Circular saws: Which type to buy? Worm-drive or side-winder?


I'm soon to begin constructing a ground level (i.e. 14" above ground) cedar deck off the back of my house, and so right now I'm in the process of determining all that I will need to purchase before I begin, including a few new power tools. For example, the circular saw I have is okay for occasional use but I dread using it for a whole project, so I want to buy myself a considerably better one. Now, aside from value-per-price considerations, what should I look for in shopping for a very-good to high quality circular saw? And in particular, what should I make of "worm-drive" versus the more common, "side-winder", type saws?
A couple of acquaintances of mine praise their worm-drives as being inherently superior in every way to the ordinary (i.e. side-winder) type. But I've noticed that these worm-drive saws are comparatively heavier (which might not be ergonominally advantageous, I don't know). And the position of the handles on these saws just looks (to my minds eye, at least) to be awkward to handle and perhaps not intended for close, precision or finishing work.
Of course, since I haven't actually ever used a worm-drive saw, my untested perceptions of it don't necessarily mean a thing. Hence, I'm posting this message in the hopes someone might 'enlighten' me in this before I come to a decision what to buy. Thanks in advance...
Ken
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Worm drives have more torque and last longer so are better suited for construction. Sidewinders spin faster and leave a cleaner edge, so are better suited for woodworking.

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Now, aside from value-per-price

Got one of the Makita hypoid types about three years back - replace a 25 year old B&D. The handle design is more conducive to straight cuts with or without fence, in my opinion. Saw doesn't jump when it starts like the old one, and happily cuts whatever I feed it. Heavy it is, but that's not always bad. I'd recommend it.
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If you will always be working in a open area the sidewinder will fit. If you end up in tight spots during construction and need to cut wood after it is attached a sidewinder may not fit.
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Think of it in terms of physics. With a sidewinder your hand is more or less on top, and you have to control the motion of the saw in a plane that's parallel to the base, making the saw prone to sideways jiggling as you push it forward. This is aggravated by the lighter weight of the saw. Another problem is that, if you're right handed, you have to lean over the saw to watch the cut. With a worm drive, your hand is at the back of the saw, pushing it forward, lessening the jiggling tendency. The weight is to your advantage, because now you're more or less "pushing" the tool through the work. And your eyes are on the correct side of the blade to watch the cut. As far as the torquing factor of the saw when you turn it on, the habit of turning it on with the front of the base resting on the material while the blade is held clear is very easy to acquire.
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Doesn't matter. Get a great blade. It makes a much bigger difference. As long as 0 degrees = 0 degrees and the depth guage is accurate :)
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Well, Ken...Porter Cable makes a sidewinder where you CAN see the blade. In fact, two identical saws, but mirror imaged. Look at those.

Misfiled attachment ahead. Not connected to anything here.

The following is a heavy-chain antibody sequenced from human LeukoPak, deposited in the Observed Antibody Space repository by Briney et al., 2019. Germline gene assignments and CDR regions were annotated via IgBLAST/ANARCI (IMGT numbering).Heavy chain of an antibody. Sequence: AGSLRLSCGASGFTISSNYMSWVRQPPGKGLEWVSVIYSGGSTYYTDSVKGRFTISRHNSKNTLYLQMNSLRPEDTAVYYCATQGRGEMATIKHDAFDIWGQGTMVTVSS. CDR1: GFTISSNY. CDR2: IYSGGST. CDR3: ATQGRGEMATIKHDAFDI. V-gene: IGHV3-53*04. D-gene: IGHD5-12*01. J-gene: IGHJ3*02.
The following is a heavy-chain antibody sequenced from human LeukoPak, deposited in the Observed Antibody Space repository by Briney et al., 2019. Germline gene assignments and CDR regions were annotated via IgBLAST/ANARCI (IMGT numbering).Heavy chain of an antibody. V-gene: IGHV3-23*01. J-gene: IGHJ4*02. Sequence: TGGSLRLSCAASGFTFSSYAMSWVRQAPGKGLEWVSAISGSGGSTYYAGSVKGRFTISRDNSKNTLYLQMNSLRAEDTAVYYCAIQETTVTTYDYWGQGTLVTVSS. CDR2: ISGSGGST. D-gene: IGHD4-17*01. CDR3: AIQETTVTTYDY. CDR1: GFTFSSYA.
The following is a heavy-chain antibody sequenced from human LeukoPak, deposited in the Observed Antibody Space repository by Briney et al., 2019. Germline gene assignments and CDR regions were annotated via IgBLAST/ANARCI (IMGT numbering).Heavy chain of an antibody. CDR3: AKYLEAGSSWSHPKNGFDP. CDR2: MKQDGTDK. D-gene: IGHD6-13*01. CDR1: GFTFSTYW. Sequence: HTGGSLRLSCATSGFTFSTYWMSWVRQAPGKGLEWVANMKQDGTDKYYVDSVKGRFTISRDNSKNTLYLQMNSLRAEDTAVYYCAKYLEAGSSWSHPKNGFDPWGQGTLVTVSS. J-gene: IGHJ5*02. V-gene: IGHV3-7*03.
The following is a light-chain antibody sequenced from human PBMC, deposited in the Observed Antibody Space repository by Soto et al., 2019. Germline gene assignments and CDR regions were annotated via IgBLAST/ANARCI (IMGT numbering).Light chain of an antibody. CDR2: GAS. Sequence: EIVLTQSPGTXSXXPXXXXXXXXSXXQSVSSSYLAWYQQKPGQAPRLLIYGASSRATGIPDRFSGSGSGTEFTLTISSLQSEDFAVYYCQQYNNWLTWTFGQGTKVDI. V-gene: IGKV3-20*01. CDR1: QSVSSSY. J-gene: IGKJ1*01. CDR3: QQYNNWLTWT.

However, worm drives feel right to me, although it has been a long time since I put in a whole day with one of those in my meathooks. They're a bit heavy, but, let the wood you're cutting carry the saw. They are easier to steer along a chalk-line, IMHO. They are far easier to hang onto when a blade jams, and they don't jam as often, 'cuz they got a lot more balls.
I like wormys.
Whatever blows up your skirt.
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For something that is intended for use and abuse, you can't beat a worm drive saw. In my years on construction, the Skil was the choice of 98% of the carpenters I knew. To make straight cuts, use striaght edges, and squares. They don't make as accurace cuts as chop saws, and table saws, but if you have a good blade, and jigs, it comes close. Thin kerf blades are nice, but for free hand cuts, you have to be very steady, because the blades can flex while cutting. robo hippy
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I think that is where the name Skil picked up much of its now-lost reputation. Damned good saw indeed. Then.
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Robatoy wrote:

Pretty common knowledge the only reason Bosch bought Skil was to get the 77.
The rest of the product line was not very impressive.
Lew
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They came, they saw.
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I've got nothing but sidewinders. My two favorite are the Makita 15-amp 7-1/4" with electric brake (blade-right) and the PC 15-amp 7-1/4" (blade left). If I need a nice straight line on a plywood panel or ripping some lumber, out comes the saw guide. I still have an older Ryobi that cuts well too. All have thin-kerf, carbide blades that produce very clean cuts. They all cut faster than I can hold them to a line, so I'm not waiting on the blade to do its work.
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I picked up a Skill 77 worm drive used...and have never looked back. I cut everything with that saw including finished cuts in plywood (with a good blade). For me, there's no going back and I can't even be bothered to use any other type of saw now.
Rob
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http://www.robswoodworking.com

"Ken Moiarty" < snipped-for-privacy@shaw.ca> wrote in message
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